Tuesday, April 13, 2010

Imperfect Vision

There is a line in Out of Africa that says, "Perhaps he knew, as I did not, that the Earth was made round so that we would not see too far down the road. " I have felt that sense of life these last 4 months.

So much going on, so many concerns...and now, I noticed that Ranger has some sort of eye condition that looks too damned much like the beginnings of Pannus. So...now I have to move more quickly on the Doggles acquisition (UV light seems to hasten progress of disease) because there is no way he will only go out at night. I've already been trying to limit his playtime though he doesn't understand.

Trooper does not want to consider it, not having it in him to add that burden just now. I cannot blame him at all. We each have our "blind spots" these days to avoid seeing what we cannot fix. I fret over so much and there is so little I can do about it. I try to just concentrate on what I can do but it seems a pitiful little...

I try to remind myself that many people are dealing with much worse. But the stoic side of me just wants to admit it all is just as it appears: falling apart, flying apart like cogs from a broken machine. I feel as though I'm just dodging schrapnel. But I suppose that's something.

2 comments:

The Six said...

I'm with you in spirit Laura.
My 14 year old Lab, Trooper, has a condition very like Pannus. We've had the cornea shaving done and he's on Prednisone and Neomycin and Polymyxin B Sulfates and Dexamethasone Opthalmic Suspension USP eye drops. He's mostly blind now but it's allowed him to keep some of his eyesight.
Even with his severely reduced vision he's doing pretty well. He went through something very like depression at first but he's since reverted to his normal, happy Lab self. He gets around with few problems though we do keep lights on throughout the house at night so he can get to the dog door and outside in the middle of the night. He gets lost in the house from time to time but he seems to take it in stride. We've learned not to move any furniture or leave anything out in his normal travel paths. We manage. I've cried more than a few times, mostly because I recognize we're almost certainly in the final year of his life. He's not the dog he was, but then, who of us is?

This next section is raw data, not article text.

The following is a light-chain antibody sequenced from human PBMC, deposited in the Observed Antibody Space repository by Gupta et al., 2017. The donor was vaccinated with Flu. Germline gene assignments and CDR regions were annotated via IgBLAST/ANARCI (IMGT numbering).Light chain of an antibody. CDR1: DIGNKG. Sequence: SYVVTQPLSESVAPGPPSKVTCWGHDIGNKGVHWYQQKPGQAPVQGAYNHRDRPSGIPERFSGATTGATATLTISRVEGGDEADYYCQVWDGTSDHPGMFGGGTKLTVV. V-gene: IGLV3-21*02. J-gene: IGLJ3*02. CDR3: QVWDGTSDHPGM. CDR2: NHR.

Whatever Ranger's long term prognosis, you, Trooper and he will find a way to cope. It cannot be fixed but it can be endured.
I'm gonna go and give some love to my Trooper now. Together we'll send out a prayer to you, Trooper and Ranger. Please let me know if you need any information on our treatment.
Eric

LauraB said...

Thank you so much for this...
We have to get a diagnosis to ensure where we stand and then determine next actions. What I've read indicates not much can be done. Perhaps drops but...I am uncertain about how many meds he could/should deal with.

If I think too much about it I just weep. And Trooper...not sure he's up for bad news. He loves that damn dog...